Northern Afghanistan Faces New Security Threat

Former warlords apparently exploiting Kabul’s preoccupation with violence-plagued south to stake claim on their old fiefdoms.

Northern Afghanistan Faces New Security Threat

Former warlords apparently exploiting Kabul’s preoccupation with violence-plagued south to stake claim on their old fiefdoms.

While the bulk of the government’s - and the world’s - attention is focused on the insurgency-ridden south, Afghanistan’s northern provinces are becoming increasingly troubled.

Over the past few months, incidents of violence are becoming a regular occurrence in a region previously thought to be relatively stable. A protest in Jowzjan turned bloody, with ten people killed and many more wounded. A member of parliament was attacked in Samangan. And persistent rumours are circulating that weapons are being distributed in Sar-e-Pul.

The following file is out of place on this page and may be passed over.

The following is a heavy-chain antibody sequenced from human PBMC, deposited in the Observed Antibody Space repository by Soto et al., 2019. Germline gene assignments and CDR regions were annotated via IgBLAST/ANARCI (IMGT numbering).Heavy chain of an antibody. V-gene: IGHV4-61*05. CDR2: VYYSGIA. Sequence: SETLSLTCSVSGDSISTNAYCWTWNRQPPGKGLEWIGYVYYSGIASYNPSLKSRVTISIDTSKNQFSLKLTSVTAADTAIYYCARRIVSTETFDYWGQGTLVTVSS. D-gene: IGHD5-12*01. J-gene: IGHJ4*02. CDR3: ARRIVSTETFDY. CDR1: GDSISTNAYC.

“According to our information, some former commanders in Sar-e-Pul province have recommenced their activity,” said Colonel Mir Ali Nadem, who heads the DIAG (Disarmament of Illegal Armed Groups) programme in Sar-e-Pul. “Our intelligence shows that weapons have been distributed to some parties and individuals.”

Although these groups have not yet taken overt action against the government, added Nadem, the distribution of weapons is a serious threat to security. It also compromises the DIAG process, which, over the past two years, has managed to collect a mere 30,000 weapons. While no one has exact figures for how many guns, grenades and other types of military hardware existed in Afghanistan before the DIAG programme was launched in June 2005, the estimates run into the millions.